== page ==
6. PRODUCT SUPPORT. Neither Microsoft Corporation, nor its affiliates, offer support for the SOFTWARE PRODUCT. For support, please contact the support number of the Computer Manufacturer included in the documentation of the COMPUTER.
Clever, isn't it? The burden is squarely put on the shoulders of the hardware manufacturers who are not responsible for items like Defrag, blue screens, and so on, but who will pay--literally--their consequences (I know something about this, given the number of times I have unsuccessfully tried to obtain telephone support for the installation of Windows onto the aforementioned Japanese laptop). If Windows 95 did not enjoy a monopoly position, computer manufacturers would happily rid themselves of such an arrangement.
As for the distribution of the software itself, once again, it is the manufacturers, assemblers, and resellers who pay: they have to "pre-install" Windows 95 on your machine. But there is an even better solution: the distribution, over the Internet, of software without any physical support. This is a stroke of genius: you pay for the programs and download them at your own expense (and quite an expense it is, considering the size of Microsoft Office these days), thus effectively lowering the "editor's" total cost of duplication and distribution to exactly zero dollars and zero cents. If you are asking yourself why the president of a certain North-American country has strongly suggested that electronic commerce not be taxed, then you have part of the answer right here.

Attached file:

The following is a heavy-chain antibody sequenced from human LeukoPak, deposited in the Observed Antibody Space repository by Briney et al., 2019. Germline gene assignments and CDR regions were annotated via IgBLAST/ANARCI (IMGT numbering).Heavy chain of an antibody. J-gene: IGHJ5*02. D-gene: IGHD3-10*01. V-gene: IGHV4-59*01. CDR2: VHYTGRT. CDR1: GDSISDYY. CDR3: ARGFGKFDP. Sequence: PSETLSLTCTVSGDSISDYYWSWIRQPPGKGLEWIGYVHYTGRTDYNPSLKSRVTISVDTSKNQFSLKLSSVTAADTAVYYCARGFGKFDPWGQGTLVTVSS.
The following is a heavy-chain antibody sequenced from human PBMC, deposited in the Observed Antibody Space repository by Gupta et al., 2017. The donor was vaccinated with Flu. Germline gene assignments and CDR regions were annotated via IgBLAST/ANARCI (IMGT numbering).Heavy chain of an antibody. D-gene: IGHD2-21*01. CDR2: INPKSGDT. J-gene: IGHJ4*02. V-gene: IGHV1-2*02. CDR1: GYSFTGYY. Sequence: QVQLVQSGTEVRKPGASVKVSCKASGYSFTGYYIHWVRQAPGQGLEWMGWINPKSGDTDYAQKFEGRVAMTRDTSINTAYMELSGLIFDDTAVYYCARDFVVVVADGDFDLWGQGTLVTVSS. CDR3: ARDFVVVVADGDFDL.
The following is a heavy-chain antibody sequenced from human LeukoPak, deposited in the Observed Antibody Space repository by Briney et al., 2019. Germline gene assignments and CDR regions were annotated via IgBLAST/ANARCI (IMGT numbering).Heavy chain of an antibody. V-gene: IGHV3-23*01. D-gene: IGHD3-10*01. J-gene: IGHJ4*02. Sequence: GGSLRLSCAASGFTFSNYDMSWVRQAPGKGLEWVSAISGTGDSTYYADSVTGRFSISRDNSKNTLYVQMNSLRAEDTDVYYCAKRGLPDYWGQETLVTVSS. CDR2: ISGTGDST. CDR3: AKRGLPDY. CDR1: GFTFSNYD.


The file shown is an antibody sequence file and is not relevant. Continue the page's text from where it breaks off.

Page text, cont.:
To sum it up: today, if your name is Microsoft, and only if it is Microsoft, you can sell just about anything. You need not guarantee any result nor fear being sued. You'll have a unit cost of next to zero and a retail price that never decreases (6). In fact, you end up with pure profit. (7)